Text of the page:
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I'm charged with the support of a C# Winforms app which uses BusinessObjects (containing no logic, just properties) and a BusinessLayer with classes ('Helpers') that manipulate those entities.

The question: Should you pass in the BusinessObject to the Helpers constructor and then inside the constructor, instantiate the Helper's publicly accessible Entity variable OR Should you just pass the Entity to the methods that act on it?

Scenario 1: To the constructor

Car myCar = new Car();
CarHelper ch = new CarHelper(myCar);
ch.Wash(suds);
ch.Upgrade(upgradeKit);
ch.Save();

Scenario 2: To the methods that act on the Entity

Car myCar = new Car();
CarHelper ch = new CarHelper();
ch.Wash(myCar, suds);
ch.Upgrade(myCar, upgradeKit);
ch.Save(myCar);

Two major problems i have with Scenario 1: A) The next developer has to dig into the CarHelper class to realise that it has a public Car accessor property which it references within methods that need it. This further obfuscates the Helper class in that each method needs to check against a 'null' Car property before performing its duties... B) If there exists a bunch of other code in between operations, it can become unclear what ch.Wash() is actually doing...does it even act on a Car object at all...?

What does everyone think???

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3 Answers 3

Is there any reason why you can't move the logic into the BusinessObject

Car myCar = new Car();
myCar.Wash(suds);
myCar.Upgrade(upgradeKit);
myCar.Save();

Do away with the helper class entirely. Makes more semantic sense to read, and there's no need to check for nulls.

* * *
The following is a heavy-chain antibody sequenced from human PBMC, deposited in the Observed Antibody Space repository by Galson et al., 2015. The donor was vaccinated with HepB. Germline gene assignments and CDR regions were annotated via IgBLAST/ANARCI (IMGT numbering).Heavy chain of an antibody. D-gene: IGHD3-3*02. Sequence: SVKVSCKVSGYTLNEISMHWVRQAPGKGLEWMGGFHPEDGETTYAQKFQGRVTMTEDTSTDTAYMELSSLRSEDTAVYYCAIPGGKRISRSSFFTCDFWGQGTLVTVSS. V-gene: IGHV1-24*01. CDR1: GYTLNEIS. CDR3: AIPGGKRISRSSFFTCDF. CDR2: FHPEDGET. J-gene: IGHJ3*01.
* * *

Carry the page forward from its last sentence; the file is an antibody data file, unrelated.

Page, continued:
Half as many classes to maintain as well

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That's very true...wrapping up the logic in the BusinessObject to make it self-aware is best in my opinion too...i didn't consider that an option though because:

In 'the application' the BusinessObjects are in a namespace (....ApplicationServices) which is referenced by the DAO and so it can't actually call DAO methods (as it would cause a circular dependancy) - so it can't implement the functionality for

myCar.Wash(suds)
{
    this.CleanlinessRating = suds.CleaningAbilityRating;    
    // persist the level of Cleanliness to the DB
    CarDAO.Save(this);
}

It seems the premise behind the entire application is that the BusinessObjects do not implement any logic at all...they are just containers of information and do not have any behaviour.

Then you have BusinessLayer classes which act on the entities...

Then you have the DataLayer classes which persist the changes in the entites to the DB.

So apparently, making the Entities self aware and implement their own behaviour is a big 'no no' (in this application)... i'm sure that is the real problem here.

However, assuming i can't change that, what would you do?

  1. Pass the entity to the methods that act on it? OR
  2. Wrap the entity into the constructor of the Helper class?
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What about making your CarHelper class extend Car

CarHelper helper = new Car();
helper.Wash(suds);
helper.Upgrade(upgradeKit);
helper.Save();

Best of both worlds

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